Biography of King of Egipto Amenemhat III (1842-1797 a.C.)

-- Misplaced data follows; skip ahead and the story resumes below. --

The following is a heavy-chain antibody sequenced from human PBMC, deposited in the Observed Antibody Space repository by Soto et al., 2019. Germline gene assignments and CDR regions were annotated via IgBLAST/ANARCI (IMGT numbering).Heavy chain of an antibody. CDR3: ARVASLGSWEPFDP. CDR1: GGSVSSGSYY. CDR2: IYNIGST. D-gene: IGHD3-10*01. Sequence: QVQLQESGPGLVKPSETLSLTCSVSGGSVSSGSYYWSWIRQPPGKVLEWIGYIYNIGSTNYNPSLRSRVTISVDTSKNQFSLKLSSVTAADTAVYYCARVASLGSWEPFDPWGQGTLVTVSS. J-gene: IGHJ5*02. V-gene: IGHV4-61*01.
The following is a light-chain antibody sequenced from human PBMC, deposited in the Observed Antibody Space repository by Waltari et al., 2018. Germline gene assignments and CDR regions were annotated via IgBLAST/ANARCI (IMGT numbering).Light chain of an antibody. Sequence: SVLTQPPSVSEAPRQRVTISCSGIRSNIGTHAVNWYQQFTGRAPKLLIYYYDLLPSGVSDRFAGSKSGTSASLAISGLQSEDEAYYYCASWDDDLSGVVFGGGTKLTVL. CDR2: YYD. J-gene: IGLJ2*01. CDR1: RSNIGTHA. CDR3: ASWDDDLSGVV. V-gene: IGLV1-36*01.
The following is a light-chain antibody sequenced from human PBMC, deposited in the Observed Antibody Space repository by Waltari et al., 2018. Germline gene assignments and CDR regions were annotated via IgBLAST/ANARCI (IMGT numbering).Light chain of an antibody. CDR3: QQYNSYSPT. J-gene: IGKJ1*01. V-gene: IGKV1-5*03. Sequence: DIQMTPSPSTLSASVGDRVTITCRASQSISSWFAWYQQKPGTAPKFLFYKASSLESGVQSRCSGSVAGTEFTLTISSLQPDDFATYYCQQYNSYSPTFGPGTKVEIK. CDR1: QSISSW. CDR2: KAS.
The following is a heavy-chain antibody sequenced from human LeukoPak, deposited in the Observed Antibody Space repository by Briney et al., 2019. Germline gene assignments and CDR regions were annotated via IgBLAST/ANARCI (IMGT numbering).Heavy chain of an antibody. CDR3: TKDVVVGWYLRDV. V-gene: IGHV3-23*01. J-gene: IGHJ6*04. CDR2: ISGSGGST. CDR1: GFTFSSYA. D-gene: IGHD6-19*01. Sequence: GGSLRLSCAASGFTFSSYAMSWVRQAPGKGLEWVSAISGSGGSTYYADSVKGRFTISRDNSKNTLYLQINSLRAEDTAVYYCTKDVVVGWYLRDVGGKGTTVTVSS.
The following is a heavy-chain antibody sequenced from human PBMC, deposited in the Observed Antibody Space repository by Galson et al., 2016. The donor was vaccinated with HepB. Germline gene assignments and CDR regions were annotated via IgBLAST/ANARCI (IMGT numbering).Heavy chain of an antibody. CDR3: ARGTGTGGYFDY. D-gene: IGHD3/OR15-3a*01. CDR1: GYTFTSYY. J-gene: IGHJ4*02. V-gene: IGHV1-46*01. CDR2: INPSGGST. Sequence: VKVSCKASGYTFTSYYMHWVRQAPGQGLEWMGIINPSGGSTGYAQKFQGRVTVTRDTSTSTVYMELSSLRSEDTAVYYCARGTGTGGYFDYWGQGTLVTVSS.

(Imn-m-hat) Sixth King of the 12th dynasty Egyptian, son and successor of Senusret III. With Amenemhat III, which took as name neswt bity of Nymaatre, the Egypt of the Middle Empire reached the period of greater economic prosperity, with a well-run country, the nomarchs and compliant nobility and the recognition of foreign. After some construction projects of his father (Semna and Kumma defenses), could engage in agricultural plans of powerful, such as that practiced in the Fayum, recovering large nearby areas for cultivation. His long reign - some 46 years - allowed should at least twenty-one expeditions to the Sinai in search of metals and other products, as it is known by more than 60 registrations there left, what further complemented the wealth of Egypt. Expeditions to the quarries of the Uadi Hammamat, Aswan and Toshka were also made, and continued removal of stones in Tura. Amenemhat III carried out significant construction works (large Shedet [Crocodilopolis] Temple of Sobek and Hathor Temple of Serabit el-Khadim, on Sinai; Temple of Sobek - Renenutet Medinet Maadi; Kuban Temple in Nubia). However, the most lavish was the mortuary temple, with its old palace, which rose in Hawara, known as maze and described with words of admiration by Herodotus, Diodorus and Strabo. It was made to build two pyramids, one in Dashur and another in Hawara, where it was buried, as well as a Cenotaph as a mastaba in Abydos. It was succeeded by his son Amenemhat IV, who had acted as it corregente for a few years. Between their wives should mention Aat, another unknown name, and Hetepti, mother of the aforementioned Amenemhat IV, who was buried in Dashur. Amenemhat III, who had celebrated a Sed Festival, was deified at his death with Lamares name (so called also Manetho), and he/she received cult in the Fayum area. Amenemhat III some statues, austere but original, known case of granite Sphinx with his face (Cairo Museum), the head of Copenhagen or the small head (10 cm in height) of the Egyptian Museum in the Vatican.